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October 20th, 2016 ~ by admin

Processors to Emulate Processors: The Palladium II

Cadence Palladium II Processor MCM 1536 cores - 128MB GDDR - Manufactured by IBM

Cadence Palladium II Processor MCM 1536 cores – 128MB GDDR – Manufactured by IBM

Several years ago we posted an unusual MCM that’s purpose was a mystery.  It was clearly made by IBM and clearly high end.  While researching another mystery IBM MCM both of their identities came to light.  The original MCM is an emulation processor from a Cadence Palladium Emulator/Accelerator system.

In the 1990’s IBM had been working on technology to make emulating hardware/software designs more efficient as such designs got more complicated.  At the time it was most common to emulate a system in an FPGA for testing, but as designs grew more complex this became a slower and slower process.  IBM developed the idea of an emulation processor.  This was to be known as CoBALT (Concurrent Broadcast Array Logic Technology).  It was licensed to a company called QuickTurn in 1996.  At its heart the QuickTurn CoBALT was a massively parallel array of boolean logic processors.  Boolean processors are similar to a normal processor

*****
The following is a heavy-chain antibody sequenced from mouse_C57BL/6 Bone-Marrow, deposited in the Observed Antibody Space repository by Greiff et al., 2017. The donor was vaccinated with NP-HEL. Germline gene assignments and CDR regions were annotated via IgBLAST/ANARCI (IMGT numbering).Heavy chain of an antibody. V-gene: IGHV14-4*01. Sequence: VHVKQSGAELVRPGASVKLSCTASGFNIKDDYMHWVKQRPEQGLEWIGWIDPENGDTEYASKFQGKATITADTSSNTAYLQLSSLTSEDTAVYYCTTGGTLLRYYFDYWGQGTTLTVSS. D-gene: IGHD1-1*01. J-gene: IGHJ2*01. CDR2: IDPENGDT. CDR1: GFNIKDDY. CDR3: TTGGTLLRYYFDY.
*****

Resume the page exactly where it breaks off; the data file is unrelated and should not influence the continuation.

Here is a flipped (and very rough) die from a Palladium II. You can make out the very repeating design of the 768 boolean processors.

Here is a flipped (and very rough) die from a Palladium II. You can make out the very repeating design of the 768 boolean processors.

but only handle boolean data, logic functions such as AND, OR, XOR, etc.  Perhaps the most well known, is the boolean sub-processor that Intel built into the 8051, it excelled at bit manipulation.  The same applies for the emulation processors in CoBALT.  Each boolean processor has at its heart a LUT (Look Up Table), with 8-bits to encode the logic function (resulting in 256 possible logic function outputs) and the 3 gate inputs serving as an index into the LUT, as well as the associated control logic, networking logic, etc.

A target design is compiled and emulated by the CoBALT system.  The compiling is the tricky part, the entire design is broken down into 3-input logic gates, allowing the emulator to emulate any design.  Each processor element can handle one logic function, or act as a memory cell (as many designs obviously include memory).  The CoBALT had 65 processors per chip, and 65 chips per board, with a system supporting up to 8 boards.  This 33,280 processor system could compile 2 Million gates/Hour.  The CoBALT plus sped this up a bit and supported 16 boards, doubling capacity and added on board memory.

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